The American Red Cross Service to the Armed Forces (SAF) Team on Long Island participated in a Veterans StandDown at the Northport Veterans Administration Medical Facility on Sept. 24.  The StandDown is held twice a year to do provide an array of services to the local veterans’ community, with a focus on those veterans facing homelessness or seeking employment.

"The Veterans StandDown events are important opportunities to support local veterans and provide information on the services available through the American Red Cross Service SAF program,” said Bridgette Nugent, Regional Case Manager, SAF & International Services American Red Cross Greater New York Region. “The Red Cross is committed to supporting military members throughout the deployment cycle, to include reintegration amongst veterans, and we are proud to be a part of such a collaborative community event."

At the event, the SAF team provided approximately 210 veterans, with Red Cross comfort kits containing personal hygiene items including toothpaste, soap and shampoo.

The SAF team was one of many local organizations providing services to veterans.

Tuesday, October 7, 2014

In Case You Missed It -- October 6

During the last week, the Greater New York Red Cross responded to 42 disasters,  provided aid to 124 people in the area. Check for other highlights below:

Rena Silverman- Greater New York Volunteer

Thursday, October 2, 2014

Manhattan Family Helped by Red Cross after Fire

After discovering flames shooting from a compactor room next to their lower Manhattan apartment on a Sunday night, Nellie Quiles and her parents fled down four flights of stairs. Once safely outside, they didn’t know what to do or where to go—until Nellie learned that they could receive help from the American Red Cross.

Quiles and her dad first took her mom, who is receiving home hospice care, to a hospital, where she received help. Daughter and father then returned to their apartment, to find it filled with mud and soot. The building manager showed Quiles a contact sheet left by the Red Cross. She called, and a Red Cross disaster responder was soon at their side.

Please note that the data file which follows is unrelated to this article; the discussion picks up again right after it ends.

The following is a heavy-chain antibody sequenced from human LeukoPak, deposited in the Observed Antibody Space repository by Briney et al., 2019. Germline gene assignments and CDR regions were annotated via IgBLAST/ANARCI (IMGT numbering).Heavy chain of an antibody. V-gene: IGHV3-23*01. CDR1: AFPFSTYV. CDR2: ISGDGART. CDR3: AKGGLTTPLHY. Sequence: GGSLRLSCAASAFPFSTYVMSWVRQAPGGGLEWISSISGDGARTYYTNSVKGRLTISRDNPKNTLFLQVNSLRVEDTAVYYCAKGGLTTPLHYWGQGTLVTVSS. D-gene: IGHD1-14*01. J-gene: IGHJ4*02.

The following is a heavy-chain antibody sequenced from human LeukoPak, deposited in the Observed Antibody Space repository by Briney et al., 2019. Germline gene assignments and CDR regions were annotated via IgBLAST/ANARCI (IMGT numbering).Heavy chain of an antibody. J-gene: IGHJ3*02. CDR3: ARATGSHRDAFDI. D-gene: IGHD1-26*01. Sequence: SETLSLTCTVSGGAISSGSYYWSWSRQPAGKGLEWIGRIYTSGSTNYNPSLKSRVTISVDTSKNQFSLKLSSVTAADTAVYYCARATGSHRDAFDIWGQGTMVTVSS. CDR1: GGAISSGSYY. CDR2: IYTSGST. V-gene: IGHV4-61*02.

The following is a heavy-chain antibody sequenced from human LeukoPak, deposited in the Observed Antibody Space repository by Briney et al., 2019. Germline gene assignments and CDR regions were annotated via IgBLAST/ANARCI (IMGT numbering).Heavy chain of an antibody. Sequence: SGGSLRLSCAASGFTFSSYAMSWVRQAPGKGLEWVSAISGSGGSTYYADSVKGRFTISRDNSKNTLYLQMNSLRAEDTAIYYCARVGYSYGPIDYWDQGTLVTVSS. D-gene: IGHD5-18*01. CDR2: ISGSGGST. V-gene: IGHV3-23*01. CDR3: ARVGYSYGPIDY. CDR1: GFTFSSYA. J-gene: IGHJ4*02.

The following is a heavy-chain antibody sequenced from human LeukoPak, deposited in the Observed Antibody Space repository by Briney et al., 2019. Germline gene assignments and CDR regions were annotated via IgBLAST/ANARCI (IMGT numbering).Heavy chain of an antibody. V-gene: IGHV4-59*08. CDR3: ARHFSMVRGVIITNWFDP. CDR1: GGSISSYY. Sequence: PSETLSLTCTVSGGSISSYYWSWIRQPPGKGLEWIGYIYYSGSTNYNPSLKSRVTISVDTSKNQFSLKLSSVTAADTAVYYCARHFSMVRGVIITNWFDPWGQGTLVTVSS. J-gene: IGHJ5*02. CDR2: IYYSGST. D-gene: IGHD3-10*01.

“He checked the apartment out,” she said. “He gave us masks to wear because we couldn’t breathe. He brought cleaning supplies, which was so nice because you’re not thinking about things you’re going to need, like a sponge to clean stuff, because you don’t know what you have left. It was nice to have somebody come in and say, ‘We’re here. We’re gonna help you.’”  

The family received two nights of temporary housing from the Red Cross, as well as emotional support. “Someone listens to you and you get a good cry and get it off your shoulders,” Quiles said. “You don’t realize what a bed and taking a shower really means until you’re in the situation,” she added. “You feel like a human being again and that’s amazing.” 

Quiles was unaware that the Red Cross helped after home fires, even though the organization had been there for her family twice before. “After Sandy, the Red Cross came and checked on us and brought water,” she said. “And they helped us after 9/11.”

The family lives a few blocks from the World Trade Center. The day of the attacks, they left their apartment, returning that Friday.

“We came back and got the knock on the door from Red Cross,” Quiles remembered.

A Red Cross volunteer gave them water, a snack and a pamphlet with information about obtaining further assistance.

“That’s comforting,” Quiles said. “Especially in the city, people don’t really appreciate that there is a Red Cross you can go to. I think we think, ‘Oh, it just happens in other states.’ It’s not in Manhattan; it’s not in New York. And now I know that it is. And I’m very grateful for that.”